MOLLY LUBBERS: The change would mean more than just square footage. Beyond the sheer difference of size, this new space would also be on a street students walk every day. Jo says that is intentional.

JO SCALETTY: At this point, it does to an extent feel like being pushed off to like a part of campus that no one really even knows about, or no one tries to go to unless you’re being very intentional. And so to have a house, hopefully, on Sheridan, is what we’re really pushing for: a visitable, big space for LGBT students to feel seen. And to have resources and to have community I think means that we are able to really feel that we’re important to the University, that we’re important to campus culture, that we’re here and we deserve a voice and we deserve space to grow and to be together.

MOLLY LUBBERS: Jo successfully advocated for this in ASG’s Senate, but is still seeking Board of Trustees approval and raising funds for the house. This advocacy isn’t new. It actually comes from a long line of activists — back in the early 2000s, students asked for a house on Sheridan, too. Instead, they had to compromise for the current space. Almost two decades later, Jo isn’t satisfied.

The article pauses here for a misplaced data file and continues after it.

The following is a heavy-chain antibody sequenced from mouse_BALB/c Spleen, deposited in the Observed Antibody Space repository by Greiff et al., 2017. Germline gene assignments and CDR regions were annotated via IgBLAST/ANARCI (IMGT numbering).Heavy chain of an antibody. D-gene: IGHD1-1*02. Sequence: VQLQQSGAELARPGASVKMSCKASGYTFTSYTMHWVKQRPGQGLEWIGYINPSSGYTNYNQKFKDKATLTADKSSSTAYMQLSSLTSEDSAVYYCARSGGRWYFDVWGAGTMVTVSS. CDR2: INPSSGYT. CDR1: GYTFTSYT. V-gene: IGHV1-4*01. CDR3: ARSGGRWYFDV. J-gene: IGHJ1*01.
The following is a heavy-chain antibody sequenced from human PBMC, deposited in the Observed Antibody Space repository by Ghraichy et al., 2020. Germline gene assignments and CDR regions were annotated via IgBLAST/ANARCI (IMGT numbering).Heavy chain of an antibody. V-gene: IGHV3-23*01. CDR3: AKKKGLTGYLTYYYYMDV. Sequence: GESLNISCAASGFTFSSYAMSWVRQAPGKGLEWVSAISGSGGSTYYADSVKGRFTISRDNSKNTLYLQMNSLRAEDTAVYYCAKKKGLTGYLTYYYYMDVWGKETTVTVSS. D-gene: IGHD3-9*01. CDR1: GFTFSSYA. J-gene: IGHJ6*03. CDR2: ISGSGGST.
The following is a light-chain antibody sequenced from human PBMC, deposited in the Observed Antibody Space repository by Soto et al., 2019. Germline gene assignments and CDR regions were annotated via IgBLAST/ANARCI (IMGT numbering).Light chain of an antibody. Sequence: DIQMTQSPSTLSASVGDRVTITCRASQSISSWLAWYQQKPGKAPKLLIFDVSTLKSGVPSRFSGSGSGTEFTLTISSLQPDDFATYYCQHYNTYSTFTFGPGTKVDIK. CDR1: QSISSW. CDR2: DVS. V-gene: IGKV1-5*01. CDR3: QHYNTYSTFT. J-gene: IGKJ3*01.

JO SCALETTY: It shouldn’t be up to us to advocate for everything that we need. I am tired of the University ignoring queer students, I’m tired of the University ignoring marginalized students broadly. I’m tired of the University not listening to us the first time. It’s taken years to get from “we can’t give you a space” to “let’s try to get you into a house.” And I’m grateful for that last step. And I’m very grateful for the people who have come before me. But there has to come a point when they listen the first time. There has to come a point when they are willing to say, “We didn’t realize that this was something that you needed, but now that we’re aware, we’re going to get that done.” Because we need to be that important, and at this point, I don’t know that we entirely are. And that’s really frustrating, because I do care about this university. But I need this university to care about me, too.

ILANA AROUGHETI: To Weinberg freshman Emilio Cabral, the fact a house like this doesn’t already exist exposes the University’s priorities. He said one of the most uncomfortable places for him on campus is the Greek quads — and they dominate a lot of space. By giving Greek life dozens of houses on campus while allotting a cramped room for the GSRC, he feels like the University is sending a clear message to the student body.